very happy or proud; jubilant; in high spirits: an elated winner of a contest.

Origin of elated

First recorded in 1605–15; elate + -ed2
Related formse·lat·ed·ly, adverbe·lat·ed·ness, nounsu·per·e·lat·ed, adjectiveun·e·lat·ed, adjective

Synonyms for elated

Antonyms for elated



verb (used with object), e·lat·ed, e·lat·ing.

to make very happy or proud: news to elate the hearer.


Origin of elate

1350–1400; Middle English elat proud, exalted < Latin ēlātus carried away, lifted up (past participle of efferre), equivalent to ē- e-1 + lā- carry, lift (see translate) + -tus past participle suffix
Related formso·ver·e·late, verb (used with object), o·ver·e·lat·ed, o·ver·e·lat·ing.un·e·lat·ing, adjective
Dictionary.com Unabridged Based on the Random House Unabridged Dictionary, © Random House, Inc. 2019

Examples from the Web for elated

Contemporary Examples of elated

Historical Examples of elated

  • Never since the war began had Dick felt so elated as he did that morning.

    The Rock of Chickamauga

    Joseph A. Altsheler

  • Mr. Torrance is elated to share a secret with Roger about which mother is not to know.

    Echoes of the War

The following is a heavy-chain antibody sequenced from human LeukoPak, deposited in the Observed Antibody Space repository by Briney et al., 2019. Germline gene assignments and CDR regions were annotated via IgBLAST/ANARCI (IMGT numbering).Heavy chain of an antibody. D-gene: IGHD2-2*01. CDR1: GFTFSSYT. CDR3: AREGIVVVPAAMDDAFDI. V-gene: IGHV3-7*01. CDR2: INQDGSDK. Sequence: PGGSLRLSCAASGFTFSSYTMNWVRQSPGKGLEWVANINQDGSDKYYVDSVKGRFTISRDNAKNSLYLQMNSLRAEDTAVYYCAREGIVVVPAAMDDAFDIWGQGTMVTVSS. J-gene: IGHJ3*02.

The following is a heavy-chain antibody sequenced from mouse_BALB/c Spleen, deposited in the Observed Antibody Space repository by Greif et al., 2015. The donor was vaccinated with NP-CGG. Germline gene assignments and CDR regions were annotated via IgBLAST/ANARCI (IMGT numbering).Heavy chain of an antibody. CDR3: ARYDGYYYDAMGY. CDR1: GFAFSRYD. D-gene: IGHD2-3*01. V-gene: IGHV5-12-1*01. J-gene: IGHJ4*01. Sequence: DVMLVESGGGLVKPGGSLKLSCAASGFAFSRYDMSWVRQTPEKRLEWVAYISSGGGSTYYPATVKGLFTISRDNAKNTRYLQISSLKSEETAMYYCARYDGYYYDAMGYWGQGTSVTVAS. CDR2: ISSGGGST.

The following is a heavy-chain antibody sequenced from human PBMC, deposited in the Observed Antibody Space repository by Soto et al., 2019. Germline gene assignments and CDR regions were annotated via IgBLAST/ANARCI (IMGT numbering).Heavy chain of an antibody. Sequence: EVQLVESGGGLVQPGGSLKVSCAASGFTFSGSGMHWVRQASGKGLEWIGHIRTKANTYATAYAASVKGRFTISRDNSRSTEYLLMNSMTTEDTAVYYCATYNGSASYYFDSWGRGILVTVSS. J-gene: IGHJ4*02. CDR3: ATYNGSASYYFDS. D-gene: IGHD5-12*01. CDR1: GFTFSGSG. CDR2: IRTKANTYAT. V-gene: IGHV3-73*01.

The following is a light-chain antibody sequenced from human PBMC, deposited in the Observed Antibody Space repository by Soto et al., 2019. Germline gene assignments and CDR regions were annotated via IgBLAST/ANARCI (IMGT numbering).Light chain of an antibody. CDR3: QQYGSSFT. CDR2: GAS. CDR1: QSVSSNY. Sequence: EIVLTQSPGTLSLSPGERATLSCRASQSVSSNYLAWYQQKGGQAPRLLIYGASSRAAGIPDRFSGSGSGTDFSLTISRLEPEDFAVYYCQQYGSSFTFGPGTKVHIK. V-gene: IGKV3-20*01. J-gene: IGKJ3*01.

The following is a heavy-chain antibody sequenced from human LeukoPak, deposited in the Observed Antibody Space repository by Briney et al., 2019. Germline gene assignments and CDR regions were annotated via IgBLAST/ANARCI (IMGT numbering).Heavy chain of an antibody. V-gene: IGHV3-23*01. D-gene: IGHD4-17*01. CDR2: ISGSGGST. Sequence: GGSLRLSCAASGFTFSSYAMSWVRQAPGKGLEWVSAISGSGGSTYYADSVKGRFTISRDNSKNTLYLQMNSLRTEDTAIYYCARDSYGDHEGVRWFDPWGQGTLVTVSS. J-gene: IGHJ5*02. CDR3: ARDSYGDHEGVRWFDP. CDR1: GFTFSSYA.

J. M. Barrie

  • Another voice, stalwart, elated, cut through it like a sword.

    The Cavalier

    George Washington Cable

  • He was as elated as I, but I forgot the past long, long siege, while he remembered it.

  • Leicester was extremely pleased and elated with these honors.

    Queen Elizabeth

    Jacob Abbott

British Dictionary definitions for elated



full of high spirits, exhilaration, pride or optimism; very happy
Derived Formselatedly, adverbelatedness, noun



(tr) to fill with high spirits, exhilaration, pride or optimism

Word Origin for elate

C16: from Latin ēlāt- stem of past participle of efferre to bear away, from ferre to carry
Collins English Dictionary - Complete & Unabridged 2012 Digital Edition © William Collins Sons & Co. Ltd. 1979, 1986 © HarperCollins Publishers 1998, 2000, 2003, 2005, 2006, 2007, 2009, 2012

Word Origin and History for elated

1610s, past participle adjective from elate.



1570s, literal, "to raise, elevate," probably from Latin elatus "uplifted, exalted," past participle of effere (see elation), or else a back-formation from elation. Figurative use from 1610s. Related: Elated; elating.

Online Etymology Dictionary, © 2010 Douglas Harper